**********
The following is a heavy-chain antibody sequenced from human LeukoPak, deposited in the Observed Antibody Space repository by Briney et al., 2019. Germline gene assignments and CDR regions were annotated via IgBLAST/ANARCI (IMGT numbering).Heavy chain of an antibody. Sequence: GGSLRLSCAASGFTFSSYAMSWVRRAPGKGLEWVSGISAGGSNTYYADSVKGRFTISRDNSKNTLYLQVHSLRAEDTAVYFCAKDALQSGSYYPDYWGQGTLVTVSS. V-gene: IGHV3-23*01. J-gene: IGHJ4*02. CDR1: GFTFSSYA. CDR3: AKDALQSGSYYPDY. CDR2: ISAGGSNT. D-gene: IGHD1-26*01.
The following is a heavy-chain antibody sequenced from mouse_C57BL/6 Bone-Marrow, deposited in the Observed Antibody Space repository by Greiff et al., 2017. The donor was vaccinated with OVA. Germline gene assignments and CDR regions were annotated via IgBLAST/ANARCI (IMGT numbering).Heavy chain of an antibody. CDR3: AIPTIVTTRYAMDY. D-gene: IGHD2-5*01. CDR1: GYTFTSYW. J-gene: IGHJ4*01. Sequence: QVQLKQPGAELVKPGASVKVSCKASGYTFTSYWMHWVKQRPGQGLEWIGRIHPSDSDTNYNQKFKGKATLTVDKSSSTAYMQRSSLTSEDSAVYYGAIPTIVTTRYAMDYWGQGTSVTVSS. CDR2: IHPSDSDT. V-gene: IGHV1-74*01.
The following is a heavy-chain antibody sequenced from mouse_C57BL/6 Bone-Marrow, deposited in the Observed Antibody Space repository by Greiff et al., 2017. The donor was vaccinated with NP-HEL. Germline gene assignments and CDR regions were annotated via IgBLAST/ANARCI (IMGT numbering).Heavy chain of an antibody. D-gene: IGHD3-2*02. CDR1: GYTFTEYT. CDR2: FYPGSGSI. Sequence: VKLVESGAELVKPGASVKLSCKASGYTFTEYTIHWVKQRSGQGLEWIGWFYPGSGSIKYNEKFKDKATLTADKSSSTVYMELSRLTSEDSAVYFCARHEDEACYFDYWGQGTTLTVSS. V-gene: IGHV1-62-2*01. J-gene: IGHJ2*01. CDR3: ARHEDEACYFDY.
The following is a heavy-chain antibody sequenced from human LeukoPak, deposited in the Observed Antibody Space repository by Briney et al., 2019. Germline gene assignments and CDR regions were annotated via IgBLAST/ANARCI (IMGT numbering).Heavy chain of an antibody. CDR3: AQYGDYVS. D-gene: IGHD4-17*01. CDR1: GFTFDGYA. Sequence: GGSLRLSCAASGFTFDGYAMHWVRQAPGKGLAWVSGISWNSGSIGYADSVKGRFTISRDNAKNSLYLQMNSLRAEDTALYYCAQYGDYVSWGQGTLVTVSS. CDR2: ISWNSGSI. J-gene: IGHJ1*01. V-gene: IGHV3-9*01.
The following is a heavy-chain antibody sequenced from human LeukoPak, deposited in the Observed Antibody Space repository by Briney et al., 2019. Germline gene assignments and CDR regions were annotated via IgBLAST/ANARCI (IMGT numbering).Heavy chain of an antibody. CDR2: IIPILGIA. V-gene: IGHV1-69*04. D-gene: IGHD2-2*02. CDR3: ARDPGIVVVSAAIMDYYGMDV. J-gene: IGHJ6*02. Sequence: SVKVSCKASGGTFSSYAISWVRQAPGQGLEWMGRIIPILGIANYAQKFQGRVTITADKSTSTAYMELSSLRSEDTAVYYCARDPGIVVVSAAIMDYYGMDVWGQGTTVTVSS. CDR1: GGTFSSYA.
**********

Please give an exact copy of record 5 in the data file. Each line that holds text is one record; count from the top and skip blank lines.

The following is a heavy-chain antibody sequenced from human LeukoPak, deposited in the Observed Antibody Space repository by Briney et al., 2019. Germline gene assignments and CDR regions were annotated via IgBLAST/ANARCI (IMGT numbering).Heavy chain of an antibody. CDR2: IIPILGIA. V-gene: IGHV1-69*04. D-gene: IGHD2-2*02. CDR3: ARDPGIVVVSAAIMDYYGMDV. J-gene: IGHJ6*02. Sequence: SVKVSCKASGGTFSSYAISWVRQAPGQGLEWMGRIIPILGIANYAQKFQGRVTITADKSTSTAYMELSSLRSEDTAVYYCARDPGIVVVSAAIMDYYGMDVWGQGTTVTVSS. CDR1: GGTFSSYA.